In early June, long before tomato blossoms appear, the highbush blueberries in Marjorie’s Garden are in full flower and swarming with bumblebees. These plants grow in beds at the heart of the vegetable garden, near the tomato plants that will need the unique “buzz pollination” services of these same bees a few weeks down the road.
Tomato plants with flowers pollinated by bumblebees produce more fruits than plants bereft of bumblebee services. While tomatoes are capable of some self-pollination, more pollen is released when the bumblebee grasps the flower with her legs and moves her flight muscles rapidly, causing the anthers to vibrate, dislodging the pollen far more effectively than wind. It pays to keep the bumblebees happy until tomatoes flower.
Red-vein Enkianthus (Enkianthus campanulatus)
You will not often find me recommending a non-native plant for attracting pollinators,
but red-vein enkianthus is the exception. A member of the same plant family as blueberries, enkianthus flowers are another favorite of bumblebees. Like those of highbush blueberries, these pendulous white flowers, each petal marked with red veins, precede those of tomatoes, so an enkianthus growing near the vegetable garden will enhance pollination of tomatoes. In addition to its June display of flowers, this Japanese shrub or small tree, depending on the disposition of the pruner, will grace your garden with beautiful autumn foliage and lovely winter form.
Mapleleaf Viburnum (Viburnum acerifolium)
We have been growing mapleleaf viburnums for over ten years, enjoying their spring flower display and the unusual colors of their autumn leaves, salmon pink with splashes of dark purple. They survived the scourge of viburnum leaf beetles and now flourish in Marjorie’s Garden with little effort on our part. Their chief pollinator seems to be a tiny fly that appears in mass on each flat-topped cluster of tiny white flowers when the pollen is ripe, and just as quickly disappears when the pollen is gone. I include them in this list because their flowers also attract hoverflies in search of pollen. The larvae of these hoverflies may well go to work in the vegetable garden, eating aphids and other herbivores.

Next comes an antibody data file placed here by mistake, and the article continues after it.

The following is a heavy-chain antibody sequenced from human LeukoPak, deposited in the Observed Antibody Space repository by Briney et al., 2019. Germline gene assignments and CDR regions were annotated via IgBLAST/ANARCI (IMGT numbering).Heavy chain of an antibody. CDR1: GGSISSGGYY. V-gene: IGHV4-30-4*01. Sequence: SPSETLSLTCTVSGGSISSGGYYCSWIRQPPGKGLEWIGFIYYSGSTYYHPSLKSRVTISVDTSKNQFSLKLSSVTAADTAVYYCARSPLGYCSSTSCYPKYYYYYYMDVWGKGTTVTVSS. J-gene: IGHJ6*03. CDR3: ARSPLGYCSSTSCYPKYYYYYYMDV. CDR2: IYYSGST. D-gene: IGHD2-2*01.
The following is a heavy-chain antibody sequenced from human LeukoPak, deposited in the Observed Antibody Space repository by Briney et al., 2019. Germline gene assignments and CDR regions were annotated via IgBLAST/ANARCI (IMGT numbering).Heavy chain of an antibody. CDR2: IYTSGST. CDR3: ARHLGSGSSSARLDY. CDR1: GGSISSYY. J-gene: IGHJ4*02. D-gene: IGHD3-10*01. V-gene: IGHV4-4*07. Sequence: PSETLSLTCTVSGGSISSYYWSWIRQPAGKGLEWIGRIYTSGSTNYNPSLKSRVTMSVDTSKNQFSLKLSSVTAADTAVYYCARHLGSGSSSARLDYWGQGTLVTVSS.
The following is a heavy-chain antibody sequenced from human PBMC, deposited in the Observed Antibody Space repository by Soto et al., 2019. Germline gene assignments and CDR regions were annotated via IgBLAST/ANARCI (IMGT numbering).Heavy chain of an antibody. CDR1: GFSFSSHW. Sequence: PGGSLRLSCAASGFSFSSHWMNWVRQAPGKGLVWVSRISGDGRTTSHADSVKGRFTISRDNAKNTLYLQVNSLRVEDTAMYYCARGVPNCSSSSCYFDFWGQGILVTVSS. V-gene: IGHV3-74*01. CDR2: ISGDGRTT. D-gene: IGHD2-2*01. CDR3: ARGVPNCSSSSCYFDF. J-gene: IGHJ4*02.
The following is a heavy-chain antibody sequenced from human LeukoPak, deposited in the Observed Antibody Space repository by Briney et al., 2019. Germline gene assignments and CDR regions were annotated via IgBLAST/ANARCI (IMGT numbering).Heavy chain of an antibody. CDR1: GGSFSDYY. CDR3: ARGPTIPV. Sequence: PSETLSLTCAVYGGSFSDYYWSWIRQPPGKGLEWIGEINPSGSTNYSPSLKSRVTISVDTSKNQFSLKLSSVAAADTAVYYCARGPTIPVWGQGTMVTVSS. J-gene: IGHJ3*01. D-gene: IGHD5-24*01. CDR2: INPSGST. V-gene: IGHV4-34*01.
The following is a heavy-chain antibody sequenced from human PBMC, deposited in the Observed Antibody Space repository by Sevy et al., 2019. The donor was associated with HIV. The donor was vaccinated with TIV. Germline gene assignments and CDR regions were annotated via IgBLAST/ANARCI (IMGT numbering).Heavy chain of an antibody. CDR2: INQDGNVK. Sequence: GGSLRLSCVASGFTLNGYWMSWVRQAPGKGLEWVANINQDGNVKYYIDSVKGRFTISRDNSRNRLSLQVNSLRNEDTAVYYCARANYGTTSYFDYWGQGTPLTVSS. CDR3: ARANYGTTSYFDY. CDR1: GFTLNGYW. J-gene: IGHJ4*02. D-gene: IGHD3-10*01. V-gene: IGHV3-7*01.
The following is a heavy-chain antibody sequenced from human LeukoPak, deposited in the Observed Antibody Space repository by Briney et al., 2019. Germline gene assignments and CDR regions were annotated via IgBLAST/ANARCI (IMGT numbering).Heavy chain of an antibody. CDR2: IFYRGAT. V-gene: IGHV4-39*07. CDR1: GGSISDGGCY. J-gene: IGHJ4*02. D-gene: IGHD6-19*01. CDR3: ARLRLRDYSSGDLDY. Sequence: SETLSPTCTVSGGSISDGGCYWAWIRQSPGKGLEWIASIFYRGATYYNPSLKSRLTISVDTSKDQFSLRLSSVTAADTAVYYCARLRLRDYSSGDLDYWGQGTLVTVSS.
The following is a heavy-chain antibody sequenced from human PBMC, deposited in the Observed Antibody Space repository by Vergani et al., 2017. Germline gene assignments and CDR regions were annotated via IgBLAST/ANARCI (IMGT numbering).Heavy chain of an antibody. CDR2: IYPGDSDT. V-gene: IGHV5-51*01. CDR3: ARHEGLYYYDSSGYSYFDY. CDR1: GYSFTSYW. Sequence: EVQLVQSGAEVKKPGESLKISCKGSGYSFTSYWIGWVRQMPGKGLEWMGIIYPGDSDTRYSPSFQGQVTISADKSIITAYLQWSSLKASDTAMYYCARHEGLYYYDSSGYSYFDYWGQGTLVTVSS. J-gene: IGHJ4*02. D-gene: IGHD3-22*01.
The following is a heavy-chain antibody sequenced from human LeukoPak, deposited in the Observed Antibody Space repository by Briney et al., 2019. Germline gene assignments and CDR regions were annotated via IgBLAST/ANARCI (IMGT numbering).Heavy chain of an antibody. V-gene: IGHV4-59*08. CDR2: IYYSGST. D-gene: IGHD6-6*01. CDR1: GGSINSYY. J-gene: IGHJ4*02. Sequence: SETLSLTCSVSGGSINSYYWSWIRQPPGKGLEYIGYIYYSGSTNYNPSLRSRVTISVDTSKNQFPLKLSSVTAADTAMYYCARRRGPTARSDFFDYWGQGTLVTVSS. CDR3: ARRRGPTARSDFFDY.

The four plants mentioned above are by no means the only plants that attract pollinators and other insects to Marjorie’s Garden. The Allegheny serviceberry (Amelanchier laevis), a small tree with lovely white flowers in May, depends on bees and flies for pollination, as do the winterberry hollies (Ilex verticillata) scattered about the garden. And the staghorn sumacs (Rhus typhina) that grow on the fringes of the garden are important plants for bees and serve as larval hosts for butterflies and moths, including the luna moth, the largest and most beautiful moth in our garden.
Remember that in addition to planting for pollinators and other beneficial insects, it is equally important to provide suitable nesting habitat if you want to keep these all-important creatures in the garden. To provide nesting sites for bumblebees, leave a rotting stump or two in the garden, or an old board or upturned flower pot on the ground. Some species of native bees require patches of bare compacted soil for their underground nests, while others will accept wooden nest boxes in lieu of old wooden fence posts with holes drilled by beetles. Provide all of these nest options in order to maximize the diversity of garden pollinators.